If you would like to leave friend, non-blood relative, employee or charitable organization cash or property, it is critical that you make a will or transfer property to a trust. Under the New York law friends, organizations, and even certain blood relatives will not otherwise be able to inherit.

Just as bad as those you care about not inheriting is those who you are not close to inheriting. Under the laws of intestacy, depending on who survives you, it is possible that blood relatives who you do not wish to share in your estate might receive a share if you die intestate. For example, suppose you have a brother that you have never been very close to. If you do not have a surviving spouse, children, or parents when you die, your brother would inherit your entire estate. The best way for you to control what happens with your estate is to have a both a will and a trust.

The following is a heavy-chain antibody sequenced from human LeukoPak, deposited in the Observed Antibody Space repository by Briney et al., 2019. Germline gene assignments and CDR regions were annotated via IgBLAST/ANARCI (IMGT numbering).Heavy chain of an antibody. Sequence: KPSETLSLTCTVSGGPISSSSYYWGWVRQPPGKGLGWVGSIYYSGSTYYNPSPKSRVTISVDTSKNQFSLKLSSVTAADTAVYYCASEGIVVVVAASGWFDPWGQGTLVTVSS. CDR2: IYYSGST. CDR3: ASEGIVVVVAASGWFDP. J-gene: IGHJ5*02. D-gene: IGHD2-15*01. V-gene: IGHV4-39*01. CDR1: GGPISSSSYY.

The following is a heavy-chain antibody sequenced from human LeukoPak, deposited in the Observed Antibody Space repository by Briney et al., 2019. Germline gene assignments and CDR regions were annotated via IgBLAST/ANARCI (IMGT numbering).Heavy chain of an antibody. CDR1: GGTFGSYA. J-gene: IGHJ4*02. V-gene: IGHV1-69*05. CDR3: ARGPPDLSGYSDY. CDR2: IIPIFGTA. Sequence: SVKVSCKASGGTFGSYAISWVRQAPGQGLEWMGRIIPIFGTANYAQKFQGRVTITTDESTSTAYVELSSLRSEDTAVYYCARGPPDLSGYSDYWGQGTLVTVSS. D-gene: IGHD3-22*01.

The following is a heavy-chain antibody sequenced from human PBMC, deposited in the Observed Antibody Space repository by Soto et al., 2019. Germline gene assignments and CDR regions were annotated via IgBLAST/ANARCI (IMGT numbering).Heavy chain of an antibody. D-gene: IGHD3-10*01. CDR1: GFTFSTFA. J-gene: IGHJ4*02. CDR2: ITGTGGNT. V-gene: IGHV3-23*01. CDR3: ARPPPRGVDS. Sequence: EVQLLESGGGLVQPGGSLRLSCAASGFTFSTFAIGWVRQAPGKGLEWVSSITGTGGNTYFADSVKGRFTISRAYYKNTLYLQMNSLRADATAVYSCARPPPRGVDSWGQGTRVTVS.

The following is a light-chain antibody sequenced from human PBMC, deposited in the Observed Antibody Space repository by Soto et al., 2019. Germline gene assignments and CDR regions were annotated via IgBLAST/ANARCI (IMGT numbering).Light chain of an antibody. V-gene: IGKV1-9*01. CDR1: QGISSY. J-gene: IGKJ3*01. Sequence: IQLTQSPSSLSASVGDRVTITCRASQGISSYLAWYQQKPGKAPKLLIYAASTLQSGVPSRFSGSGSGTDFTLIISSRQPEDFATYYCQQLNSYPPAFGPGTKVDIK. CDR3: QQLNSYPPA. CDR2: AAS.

You financial situation as well as your family dynamic may change multiple times over the years. You may purchase property, get significant pay raises, or inherit money. You may get married, have children, and have grandchildren. Each of these changes in your life may warrant a change in your will and other estate planning documents. It is prudent to revisit each document each year to make sure they still reflect your planning goals, financial situation and family situation.

In order to ensure that your will and your trust are each set up correctly, it is important that someone with experience creates them for you. Not only must they be designed to meet your estate planning goals, it is essential to that they be in compliance with New York probate law. The staff at Stephen Bilkis & Associates, PLLC has years of experience working closely with clients to design comprehensive estate plans, including wills, trusts, and other estate planning tools. We will advise you on the best course of action for your specific estate planning concerns. Contact us at 1.800.NY.NY.LAW (1.800.696.9529) to schedule a free, no obligation consultation regarding your estate plan. We serve individuals throughout the following locations:

1.800.NY.NY.LAW (1.800.696.9529)